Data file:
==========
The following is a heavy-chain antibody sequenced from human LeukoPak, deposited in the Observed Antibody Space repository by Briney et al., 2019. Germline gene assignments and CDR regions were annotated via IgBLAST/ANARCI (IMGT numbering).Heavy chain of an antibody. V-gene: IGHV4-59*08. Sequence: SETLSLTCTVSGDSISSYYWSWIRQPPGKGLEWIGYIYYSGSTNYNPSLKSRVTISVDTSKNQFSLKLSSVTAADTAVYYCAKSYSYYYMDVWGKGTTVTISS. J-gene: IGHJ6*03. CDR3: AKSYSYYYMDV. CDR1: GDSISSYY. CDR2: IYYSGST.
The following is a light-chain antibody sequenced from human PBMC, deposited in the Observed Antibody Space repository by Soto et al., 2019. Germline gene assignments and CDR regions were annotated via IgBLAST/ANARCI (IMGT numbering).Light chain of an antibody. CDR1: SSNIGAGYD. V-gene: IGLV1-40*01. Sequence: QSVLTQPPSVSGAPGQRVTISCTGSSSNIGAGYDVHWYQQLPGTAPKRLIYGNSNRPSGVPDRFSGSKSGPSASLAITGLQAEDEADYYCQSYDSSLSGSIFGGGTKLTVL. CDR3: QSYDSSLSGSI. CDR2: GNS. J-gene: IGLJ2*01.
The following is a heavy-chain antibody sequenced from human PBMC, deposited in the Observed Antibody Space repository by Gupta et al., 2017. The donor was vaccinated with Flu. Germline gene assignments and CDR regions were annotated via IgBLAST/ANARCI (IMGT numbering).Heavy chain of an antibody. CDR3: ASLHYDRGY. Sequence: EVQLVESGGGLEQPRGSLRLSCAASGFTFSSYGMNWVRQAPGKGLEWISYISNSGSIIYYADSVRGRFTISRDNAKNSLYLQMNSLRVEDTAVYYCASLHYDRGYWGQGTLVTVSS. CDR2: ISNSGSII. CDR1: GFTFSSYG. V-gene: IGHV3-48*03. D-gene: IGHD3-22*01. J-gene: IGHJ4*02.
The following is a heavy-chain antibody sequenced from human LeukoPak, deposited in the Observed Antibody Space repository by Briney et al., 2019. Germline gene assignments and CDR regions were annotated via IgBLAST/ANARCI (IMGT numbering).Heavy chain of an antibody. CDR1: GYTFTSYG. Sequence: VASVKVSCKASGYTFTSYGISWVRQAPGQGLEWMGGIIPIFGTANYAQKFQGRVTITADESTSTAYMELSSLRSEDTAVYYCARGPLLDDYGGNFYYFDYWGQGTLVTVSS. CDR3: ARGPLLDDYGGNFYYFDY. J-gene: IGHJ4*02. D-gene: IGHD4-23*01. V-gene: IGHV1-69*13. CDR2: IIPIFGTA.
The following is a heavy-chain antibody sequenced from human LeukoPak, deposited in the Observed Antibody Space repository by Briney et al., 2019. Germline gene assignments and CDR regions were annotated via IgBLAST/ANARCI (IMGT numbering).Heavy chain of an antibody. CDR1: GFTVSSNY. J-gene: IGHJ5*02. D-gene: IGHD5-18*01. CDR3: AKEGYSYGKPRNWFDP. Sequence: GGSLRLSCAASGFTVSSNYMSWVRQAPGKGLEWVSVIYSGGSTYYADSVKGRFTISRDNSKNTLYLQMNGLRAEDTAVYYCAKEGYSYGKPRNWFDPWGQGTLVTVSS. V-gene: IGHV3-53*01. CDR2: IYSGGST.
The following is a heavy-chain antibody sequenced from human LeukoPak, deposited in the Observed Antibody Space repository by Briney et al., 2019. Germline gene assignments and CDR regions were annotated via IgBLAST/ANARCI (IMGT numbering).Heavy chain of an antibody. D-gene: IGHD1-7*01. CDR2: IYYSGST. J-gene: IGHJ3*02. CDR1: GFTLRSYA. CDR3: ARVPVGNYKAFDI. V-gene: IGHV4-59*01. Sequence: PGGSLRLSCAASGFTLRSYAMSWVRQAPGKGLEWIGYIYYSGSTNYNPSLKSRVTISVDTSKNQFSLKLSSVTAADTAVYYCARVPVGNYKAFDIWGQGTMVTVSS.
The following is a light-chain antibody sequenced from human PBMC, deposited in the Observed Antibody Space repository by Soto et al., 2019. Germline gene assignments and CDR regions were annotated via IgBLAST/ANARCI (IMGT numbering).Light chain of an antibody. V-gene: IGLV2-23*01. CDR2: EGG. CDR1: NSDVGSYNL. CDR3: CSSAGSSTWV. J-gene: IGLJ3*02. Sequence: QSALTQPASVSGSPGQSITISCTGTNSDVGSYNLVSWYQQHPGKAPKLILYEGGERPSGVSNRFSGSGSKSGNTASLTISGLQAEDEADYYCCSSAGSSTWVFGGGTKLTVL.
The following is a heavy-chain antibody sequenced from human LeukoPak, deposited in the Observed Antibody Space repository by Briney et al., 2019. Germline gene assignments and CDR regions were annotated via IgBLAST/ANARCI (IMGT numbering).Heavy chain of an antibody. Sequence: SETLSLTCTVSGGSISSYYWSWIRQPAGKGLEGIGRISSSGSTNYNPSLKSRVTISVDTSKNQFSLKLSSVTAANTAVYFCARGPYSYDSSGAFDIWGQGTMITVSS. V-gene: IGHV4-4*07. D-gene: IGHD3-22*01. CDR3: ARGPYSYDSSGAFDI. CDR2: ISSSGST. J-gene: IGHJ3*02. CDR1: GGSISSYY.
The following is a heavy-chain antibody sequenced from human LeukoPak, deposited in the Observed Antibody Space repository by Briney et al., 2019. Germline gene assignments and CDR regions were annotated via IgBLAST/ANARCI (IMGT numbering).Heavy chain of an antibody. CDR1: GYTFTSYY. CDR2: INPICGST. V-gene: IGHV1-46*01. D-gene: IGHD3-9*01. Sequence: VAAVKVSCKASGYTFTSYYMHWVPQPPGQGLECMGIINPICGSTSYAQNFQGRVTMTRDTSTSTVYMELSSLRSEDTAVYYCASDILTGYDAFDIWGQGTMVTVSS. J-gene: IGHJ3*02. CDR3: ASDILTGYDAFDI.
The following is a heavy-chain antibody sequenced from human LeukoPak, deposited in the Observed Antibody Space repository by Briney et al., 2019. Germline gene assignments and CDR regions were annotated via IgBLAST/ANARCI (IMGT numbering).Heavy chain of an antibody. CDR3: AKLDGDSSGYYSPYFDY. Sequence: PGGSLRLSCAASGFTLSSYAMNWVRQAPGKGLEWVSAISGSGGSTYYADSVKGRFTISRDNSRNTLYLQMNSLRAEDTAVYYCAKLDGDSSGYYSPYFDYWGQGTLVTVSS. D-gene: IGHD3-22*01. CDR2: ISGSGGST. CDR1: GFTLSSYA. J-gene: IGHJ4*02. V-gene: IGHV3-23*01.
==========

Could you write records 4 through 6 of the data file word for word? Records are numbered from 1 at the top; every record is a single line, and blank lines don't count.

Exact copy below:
The following is a heavy-chain antibody sequenced from human LeukoPak, deposited in the Observed Antibody Space repository by Briney et al., 2019. Germline gene assignments and CDR regions were annotated via IgBLAST/ANARCI (IMGT numbering).Heavy chain of an antibody. CDR1: GYTFTSYG. Sequence: VASVKVSCKASGYTFTSYGISWVRQAPGQGLEWMGGIIPIFGTANYAQKFQGRVTITADESTSTAYMELSSLRSEDTAVYYCARGPLLDDYGGNFYYFDYWGQGTLVTVSS. CDR3: ARGPLLDDYGGNFYYFDY. J-gene: IGHJ4*02. D-gene: IGHD4-23*01. V-gene: IGHV1-69*13. CDR2: IIPIFGTA.
The following is a heavy-chain antibody sequenced from human LeukoPak, deposited in the Observed Antibody Space repository by Briney et al., 2019. Germline gene assignments and CDR regions were annotated via IgBLAST/ANARCI (IMGT numbering).Heavy chain of an antibody. CDR1: GFTVSSNY. J-gene: IGHJ5*02. D-gene: IGHD5-18*01. CDR3: AKEGYSYGKPRNWFDP. Sequence: GGSLRLSCAASGFTVSSNYMSWVRQAPGKGLEWVSVIYSGGSTYYADSVKGRFTISRDNSKNTLYLQMNGLRAEDTAVYYCAKEGYSYGKPRNWFDPWGQGTLVTVSS. V-gene: IGHV3-53*01. CDR2: IYSGGST.
The following is a heavy-chain antibody sequenced from human LeukoPak, deposited in the Observed Antibody Space repository by Briney et al., 2019. Germline gene assignments and CDR regions were annotated via IgBLAST/ANARCI (IMGT numbering).Heavy chain of an antibody. D-gene: IGHD1-7*01. CDR2: IYYSGST. J-gene: IGHJ3*02. CDR1: GFTLRSYA. CDR3: ARVPVGNYKAFDI. V-gene: IGHV4-59*01. Sequence: PGGSLRLSCAASGFTLRSYAMSWVRQAPGKGLEWIGYIYYSGSTNYNPSLKSRVTISVDTSKNQFSLKLSSVTAADTAVYYCARVPVGNYKAFDIWGQGTMVTVSS.